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Adapted from "Rear Admiral Walter Chilcott Ford, United States Navy" [biography, dated 2 February 1968] in Modern Biographical Files collection, Navy Department Library.

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Walter Chilcott Ford

26 November 1903-20 November 1999


Photo of Rear Admiral Walter Chilcott Ford copied from the 1925 edition of the U.S. Naval Academy yearbook 'Lucky Bag'.

Walter Chilcott Ford was born on November 26, 1903, in Buffalo, New York, the son of John J. Ford and Mrs. Harriett Chilcott Ford. He attended South Park High School in his native city before his appointment to the US Naval Academy at Annapolis, Maryland, from New York in 1921. As a Midshipman he was a member of the basketball and tennis teams. Graduated and commissioned Ensign on June 3, 1925, he advanced progressively to the rank of Captain, to date from July 20, 1943. He was transferred to the Retired List of the US Navy on June 30, 1955, and advance to the rank of Rear Admiral on the basis of combat awards.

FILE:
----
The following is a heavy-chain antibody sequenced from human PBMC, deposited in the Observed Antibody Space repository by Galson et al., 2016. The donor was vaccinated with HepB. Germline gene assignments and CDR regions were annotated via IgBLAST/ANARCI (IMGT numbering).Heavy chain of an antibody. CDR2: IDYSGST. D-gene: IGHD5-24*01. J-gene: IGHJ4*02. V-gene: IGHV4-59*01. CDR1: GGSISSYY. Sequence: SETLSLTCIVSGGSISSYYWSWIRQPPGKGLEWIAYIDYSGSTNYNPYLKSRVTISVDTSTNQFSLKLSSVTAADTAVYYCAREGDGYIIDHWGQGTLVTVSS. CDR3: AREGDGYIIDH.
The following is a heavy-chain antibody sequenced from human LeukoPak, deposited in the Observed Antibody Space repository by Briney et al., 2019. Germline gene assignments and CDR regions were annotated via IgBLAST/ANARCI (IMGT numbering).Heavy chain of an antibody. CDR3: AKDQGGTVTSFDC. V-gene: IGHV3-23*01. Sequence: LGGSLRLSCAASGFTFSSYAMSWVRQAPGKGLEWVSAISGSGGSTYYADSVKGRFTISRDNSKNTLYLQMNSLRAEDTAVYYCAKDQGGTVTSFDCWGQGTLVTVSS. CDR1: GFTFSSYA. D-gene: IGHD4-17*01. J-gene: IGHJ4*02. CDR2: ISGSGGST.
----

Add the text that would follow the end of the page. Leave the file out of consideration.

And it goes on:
Following graduation from the Academy in 1925, he attended a summer course at the Massachusetts Institute of Technology, at Cambridge, and in September 1925 he joined the USS Utah. While attached to that battleship, he won the fleet tennis championship in singles for the year 1925-1926. Detached from the Utah in June 1926, he had instruction at the Naval Torpedo Station, Newport, Rhode Island, and in December 1926 reported to Commander, Destroyer Squadron Nine, subsequently serving consecutively in the destroyer Dale, Toucey, Converse, and Manley.

In September 1930 he was ordered to the USS Detroit, and remained aboard that vessel until June 1932. He received a Letter of Commendation from the Secretary of the Navy for meritorious service as Battery Officer during 1931-1932, when the Detroit was awarded the Battle Efficiency Pennant for light cruisers. From June 1932 to June 1934 he had duty in the Third Naval District, New York, New York, and during this period received commendatory mention from the Chief Hydrographer of the Navy for assistance in the development of the star identifier.